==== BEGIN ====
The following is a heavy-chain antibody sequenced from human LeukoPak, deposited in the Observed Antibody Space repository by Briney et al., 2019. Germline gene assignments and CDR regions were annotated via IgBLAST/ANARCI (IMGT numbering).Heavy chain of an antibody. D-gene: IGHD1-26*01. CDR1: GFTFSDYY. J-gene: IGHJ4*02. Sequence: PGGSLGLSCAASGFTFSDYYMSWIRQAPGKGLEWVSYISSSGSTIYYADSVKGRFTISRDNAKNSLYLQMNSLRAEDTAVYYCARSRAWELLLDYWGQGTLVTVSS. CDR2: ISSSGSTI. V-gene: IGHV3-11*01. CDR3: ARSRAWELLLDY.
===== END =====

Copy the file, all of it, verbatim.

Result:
The following is a heavy-chain antibody sequenced from human LeukoPak, deposited in the Observed Antibody Space repository by Briney et al., 2019. Germline gene assignments and CDR regions were annotated via IgBLAST/ANARCI (IMGT numbering).Heavy chain of an antibody. D-gene: IGHD1-26*01. CDR1: GFTFSDYY. J-gene: IGHJ4*02. Sequence: PGGSLGLSCAASGFTFSDYYMSWIRQAPGKGLEWVSYISSSGSTIYYADSVKGRFTISRDNAKNSLYLQMNSLRAEDTAVYYCARSRAWELLLDYWGQGTLVTVSS. CDR2: ISSSGSTI. V-gene: IGHV3-11*01. CDR3: ARSRAWELLLDY.